Illustrated reconstruction showing a cutaway view of Allendale Smelt Mill. A central water wheel drives mechanical bellows which fed a supply of air to the factory's ore hearths. Fumes from the furnaces used to burn off sulphur and other impurities in the lead ore, are carried away from the factory by a complex network of flues.
A complex network of flues carried the toxic fumes away from the site but were also a way of ensuring every last bit of lead was collected. As the fumes cooled, lead and silver particles condensed on the walls. The mill shut down its smelting operations in order for this ‘fume’ to be scraped off and collected from time to time.

The final part of the lead smelting process was to separate out silver. Although it is only a tiny part of lead ore, its value still made it worth the effort of extracting. The silver was separated from the lead in a separate part of the mill by melting it in a line of pots, each about five or six feet across.

Detailed cutaway view of building where silver was separated from the lead by melting it in a series of pans.

As it melted the purified molten lead was ladled into moulds to cool into bars of lead called ‘pigs’ and were then transported down the valley to Newcastle, to be shipped to the rest of the country, or exported overseas.

My reconstructions are to be mounted on new interpretation boards and these will be installed on site at Allendale Mill and at Allenheads mine yard.

This is the only plan drawing we have of Allen Smelt Mill in the 1800s showing the layout of its buildings and the route of its horizontal flues.
The ore hearths and flue openings are all that remains of Allen Smelt Mill today.
The remains of a fire pit - which belonged to one of the many furnaces at Allendale Mill.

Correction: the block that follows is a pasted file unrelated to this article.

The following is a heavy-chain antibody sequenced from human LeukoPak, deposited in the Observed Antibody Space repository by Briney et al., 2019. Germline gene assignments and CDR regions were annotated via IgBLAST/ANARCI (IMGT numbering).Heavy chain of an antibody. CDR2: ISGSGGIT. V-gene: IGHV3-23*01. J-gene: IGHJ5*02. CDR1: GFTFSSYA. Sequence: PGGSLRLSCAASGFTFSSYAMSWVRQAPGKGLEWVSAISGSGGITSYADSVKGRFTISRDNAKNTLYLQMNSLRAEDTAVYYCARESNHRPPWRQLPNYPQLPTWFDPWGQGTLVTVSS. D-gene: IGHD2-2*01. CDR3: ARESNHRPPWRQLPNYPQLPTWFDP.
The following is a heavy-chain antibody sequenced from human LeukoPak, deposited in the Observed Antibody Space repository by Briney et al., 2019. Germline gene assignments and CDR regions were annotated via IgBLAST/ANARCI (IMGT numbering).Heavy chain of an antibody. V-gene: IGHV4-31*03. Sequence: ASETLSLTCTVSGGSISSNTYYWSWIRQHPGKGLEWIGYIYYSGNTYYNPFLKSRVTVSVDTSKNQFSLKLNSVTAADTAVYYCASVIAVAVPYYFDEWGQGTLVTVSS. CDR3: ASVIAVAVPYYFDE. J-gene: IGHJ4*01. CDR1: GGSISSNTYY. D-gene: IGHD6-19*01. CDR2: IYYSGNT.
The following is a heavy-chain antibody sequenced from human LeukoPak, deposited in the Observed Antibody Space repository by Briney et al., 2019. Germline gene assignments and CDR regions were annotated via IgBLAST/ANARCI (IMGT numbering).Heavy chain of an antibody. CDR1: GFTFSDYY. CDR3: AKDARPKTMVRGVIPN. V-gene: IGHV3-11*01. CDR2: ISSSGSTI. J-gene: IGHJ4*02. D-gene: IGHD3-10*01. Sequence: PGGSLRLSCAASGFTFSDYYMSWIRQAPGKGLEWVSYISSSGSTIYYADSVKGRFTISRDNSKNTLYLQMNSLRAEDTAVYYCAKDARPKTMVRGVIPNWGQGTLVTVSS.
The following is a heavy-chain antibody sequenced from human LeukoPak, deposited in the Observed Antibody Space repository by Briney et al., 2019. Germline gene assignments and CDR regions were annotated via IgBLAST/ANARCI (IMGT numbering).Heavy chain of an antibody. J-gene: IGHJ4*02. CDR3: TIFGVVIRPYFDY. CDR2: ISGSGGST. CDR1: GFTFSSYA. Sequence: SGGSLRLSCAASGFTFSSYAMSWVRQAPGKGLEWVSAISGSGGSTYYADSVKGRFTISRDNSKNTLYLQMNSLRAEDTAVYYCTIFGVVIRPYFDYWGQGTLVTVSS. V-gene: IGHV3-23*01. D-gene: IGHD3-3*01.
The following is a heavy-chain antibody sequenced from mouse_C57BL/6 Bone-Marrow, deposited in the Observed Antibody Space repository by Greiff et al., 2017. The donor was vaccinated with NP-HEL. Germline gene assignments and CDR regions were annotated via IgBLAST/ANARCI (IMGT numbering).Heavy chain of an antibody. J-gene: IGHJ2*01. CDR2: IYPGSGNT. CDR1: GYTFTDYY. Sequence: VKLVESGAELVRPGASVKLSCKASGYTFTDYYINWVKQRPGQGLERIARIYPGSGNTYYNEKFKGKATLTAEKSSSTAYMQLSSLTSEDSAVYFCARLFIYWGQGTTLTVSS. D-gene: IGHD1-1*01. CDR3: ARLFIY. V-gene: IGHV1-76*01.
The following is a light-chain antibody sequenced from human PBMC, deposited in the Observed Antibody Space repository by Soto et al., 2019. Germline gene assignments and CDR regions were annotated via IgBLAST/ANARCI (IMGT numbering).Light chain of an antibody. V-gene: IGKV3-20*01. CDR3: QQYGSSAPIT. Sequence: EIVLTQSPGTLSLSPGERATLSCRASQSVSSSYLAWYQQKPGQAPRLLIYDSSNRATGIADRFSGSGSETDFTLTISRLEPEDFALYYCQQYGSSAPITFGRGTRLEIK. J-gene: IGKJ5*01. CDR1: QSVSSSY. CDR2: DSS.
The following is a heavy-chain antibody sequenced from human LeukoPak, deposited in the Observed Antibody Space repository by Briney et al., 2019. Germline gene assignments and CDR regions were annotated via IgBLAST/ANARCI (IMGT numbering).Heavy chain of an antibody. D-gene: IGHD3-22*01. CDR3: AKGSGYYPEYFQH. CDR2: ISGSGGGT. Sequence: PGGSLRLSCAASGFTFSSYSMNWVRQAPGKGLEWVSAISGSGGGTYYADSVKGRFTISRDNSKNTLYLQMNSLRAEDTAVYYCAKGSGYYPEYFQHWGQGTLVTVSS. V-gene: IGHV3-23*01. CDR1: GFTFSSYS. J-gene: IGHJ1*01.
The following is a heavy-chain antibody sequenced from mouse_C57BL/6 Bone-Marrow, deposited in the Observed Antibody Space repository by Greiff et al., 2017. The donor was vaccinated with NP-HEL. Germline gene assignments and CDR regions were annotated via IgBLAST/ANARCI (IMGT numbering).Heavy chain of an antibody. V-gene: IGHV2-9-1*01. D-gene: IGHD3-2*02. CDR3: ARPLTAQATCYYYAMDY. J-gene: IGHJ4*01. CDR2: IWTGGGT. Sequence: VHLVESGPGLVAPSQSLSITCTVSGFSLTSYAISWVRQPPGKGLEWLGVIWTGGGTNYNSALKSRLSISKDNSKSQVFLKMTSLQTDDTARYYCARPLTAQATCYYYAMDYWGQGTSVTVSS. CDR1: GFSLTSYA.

A final draft of the 3D model which I made to help work out the arrangement of buildings and the network of horizontal flues (highlighted in green)
The equipment for washing the iron ore of unwanted material were called 'Brunton Buddles'. I made a 3D model of these to try and understand how they functioned. Material was loaded through a hopper at the top and then passed on to a canvas belt where water washed away the unwanted material leaving lead-rich ore to drop into a large tank for collection.

Bass of Inverurie Reconstruction - Update

Making steady progress with my reconstruction of the Bass of Inverurie. I am still at the 3D modelling stage and trying different things out to see what works and what doesn't. This project is teaching me lots of new things, which is always a happy outcome, but there remain many unanswered questions. I may never find the answers I’m looking for, so the best I can do is to get as close as I can to satisfying the experts and then accompany my reconstruction with the usual cautionary note of conjecture!

Bass of Inverurie - Untextured 3D model (Third draft).

The project has reached the third draft stage and I feel that I am getting closer to what I think I can call a considered reconstruction, but there are a few elements that may yet change. Archaeology and heritage consultants, Peter Yeoman and Simon Forder (, have kindly provided me with some useful feedback on my developing 3D model and I am extremely grateful to them for sharing their wisdom and expertise.

I am coming to terms with the understanding that the Bass was a much less substantial fortification than the one I had originally imagined. My first draft of the castle took on too much of the form of the classic Anglo-Norman motte-and-bailey timber castle of the type that rapidly began to dominate the lands of England and Wales following the Norman Conquest. In Scotland, the Norman influence on castle design is a much more gradual affair due to its resistance of the Norman advances over a much longer period. Fortifications here adopted the form of earlier strongholds which is understood to be the case at Inverurie. Exactly what type of fortification pre-dated the twelfth-century Inverurie castle is unknown, but its slopes were clearly scarped or landscaped to form the familiar motte and bailey earthworks we can still see to this day [Davidson, 1878].